As part of ICT Spring Europe, Mastermind Summit & Competition took place on September 15th. This event – dedicated to the startup ecosystem – aimed at promoting and spreading best practices, fostering emulation between entrepreneurs and VCs and offering recognition to the best international start-ups of the ecosystem. Mastermind was composed of a 1-day conference and a start-up competition where three key categories were represented: FinTech, DeepTech and NewSpace.
After an official talk from Cindy Tereba, Director International Affairs, Luxembourg Chamber of Commerce, and Michele Gallo, Director Digital Technologies and Start-Up, Ministry of Economy, the masters of ceremonies, Amrita Singh, Senior International Affairs Advisor, EU Services & Cooperations at the Chamber of Commerce and Stefan Berend, Head of Start-up Acceleration of Luxinnovation, gave the stage to Professor Mark Ferguson, Director General, Science Foundation Ireland and Chief Scientific Adviser, Government of Ireland, Willem Jonker, Chief Executive Officer, EIT Digital, and Stefano Pozzi Mucelli, Head of European R&D and Innovation Support, Luxinnovation, for a roundtable moderated by Lisa Burke, Presenter, actor, speaker, host, author: “Boosting businesses at a European scale: acceleration programmes & funding opportunities".
Europe is on its way to create a start-up ecosystem by connecting education, R&D, entrepreneurs, funding and financing. The European Union has equipped itself with the tools in order to do so. The three participants mainly highlighted the role of the European Innovation Council (EIC), which opened in April 2021 with a budget of 10.1 billion euros. The EIC is Europe’s flagship innovation programme to identify, develop and scale up breakthrough technologies, to support game-changing innovations throughout the lifecycle from early-stage research, to proof of concept, technology transfer, and the financing and scale-up of start-ups and SMEs. The three experts shared their enthusiasm and optimism. “It has never been a better time for innovation. Awareness is here, instruments are here, political will is here”, Jonker emphasized.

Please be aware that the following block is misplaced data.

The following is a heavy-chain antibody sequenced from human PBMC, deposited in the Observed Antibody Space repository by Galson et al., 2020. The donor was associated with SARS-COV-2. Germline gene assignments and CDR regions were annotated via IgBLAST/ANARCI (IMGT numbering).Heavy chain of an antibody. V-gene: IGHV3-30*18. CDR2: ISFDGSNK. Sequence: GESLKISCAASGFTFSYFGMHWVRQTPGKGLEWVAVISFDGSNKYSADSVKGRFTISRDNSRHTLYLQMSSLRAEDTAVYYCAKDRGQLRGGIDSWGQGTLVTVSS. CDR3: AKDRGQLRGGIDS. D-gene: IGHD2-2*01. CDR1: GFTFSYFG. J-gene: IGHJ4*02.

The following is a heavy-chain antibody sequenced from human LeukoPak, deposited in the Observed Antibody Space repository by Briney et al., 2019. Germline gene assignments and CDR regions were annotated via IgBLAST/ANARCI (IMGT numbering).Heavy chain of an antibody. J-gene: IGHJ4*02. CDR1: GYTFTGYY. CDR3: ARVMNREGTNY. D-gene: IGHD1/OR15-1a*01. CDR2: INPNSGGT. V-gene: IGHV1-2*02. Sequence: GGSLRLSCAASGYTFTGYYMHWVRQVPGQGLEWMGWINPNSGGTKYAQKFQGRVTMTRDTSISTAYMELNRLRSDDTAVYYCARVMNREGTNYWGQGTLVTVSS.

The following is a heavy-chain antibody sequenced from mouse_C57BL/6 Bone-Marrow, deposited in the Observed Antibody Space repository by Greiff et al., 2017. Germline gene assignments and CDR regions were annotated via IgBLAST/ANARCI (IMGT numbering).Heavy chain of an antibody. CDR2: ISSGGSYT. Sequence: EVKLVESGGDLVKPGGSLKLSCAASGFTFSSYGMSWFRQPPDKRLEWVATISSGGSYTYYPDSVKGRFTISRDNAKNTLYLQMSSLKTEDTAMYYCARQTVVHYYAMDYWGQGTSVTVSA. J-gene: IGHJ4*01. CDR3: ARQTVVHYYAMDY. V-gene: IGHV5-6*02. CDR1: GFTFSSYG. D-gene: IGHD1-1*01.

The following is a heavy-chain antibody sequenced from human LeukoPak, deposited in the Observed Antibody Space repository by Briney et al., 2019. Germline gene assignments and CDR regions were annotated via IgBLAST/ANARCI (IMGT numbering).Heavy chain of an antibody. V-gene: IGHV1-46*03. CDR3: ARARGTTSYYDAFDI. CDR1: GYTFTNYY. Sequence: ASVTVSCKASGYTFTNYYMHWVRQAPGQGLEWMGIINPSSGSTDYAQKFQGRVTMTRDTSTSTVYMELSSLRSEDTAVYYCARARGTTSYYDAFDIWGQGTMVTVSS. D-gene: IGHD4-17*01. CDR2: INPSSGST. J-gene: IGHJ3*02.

Jerome Wittamer, Tech investor, entrepreneur & co-founder, Expon Capital, then delivered a keynote on “How to build a Unicorn?”. Wittamer gave four key ingredients to build a company valued at more than 1 billion dollars. Ambition: you want to become the category leader in your field. Market: you need large opportunities and high growth potential. Team: you have to build a smart and talented team with grit to be able to iterate fast. Money: you need access to capital and the ability to ace the fundraising process. There’s a fifth key ingredient that is difficult to control: luck. He also presented four lessons learnt from Unicorn business leaders. “Don’t brainstorm start-up ideas, solve a problem. Establish a mission-driven company culture. Know when it’s time to pivot. When it comes to expansion, understand the problems facing new markets.”
Jerome Wittamer was then joined by Dr Claas Heise, Executive Director, NRW Bank, for a fireside chat entitled “DeepTech start-up journey: combining investors' expectations with today's greatest challenges”. Investors always think from a risk perspective, they have to find the right return-risk couple. In DeepTech, “risk for VC investors is not ideally aligned for the need of capital”, Heise explained. To measure the risk, VC investors use combinatorial analytics, meaning you add up the probability of success or failure for every step of the start-up development. “With a software company, it is easy to end up with a 34% chance of success. In DeepTech, probability of success is a simple digit”, Wittamer stated. One of the main issues in investing in DeepTech is the scaling issue. “It’s different from the software or digital world. The risks are just so huge that there is no interest in incremental advances and progress.” It’s not the best solution that wins, it’s the best-marketed solution that wins. Both of the participants are optimistic for the DeepTech field which is living a “renaissance”. “The European ecosystem over the last 10, 15 years has developed tremendously”, Heise concluded.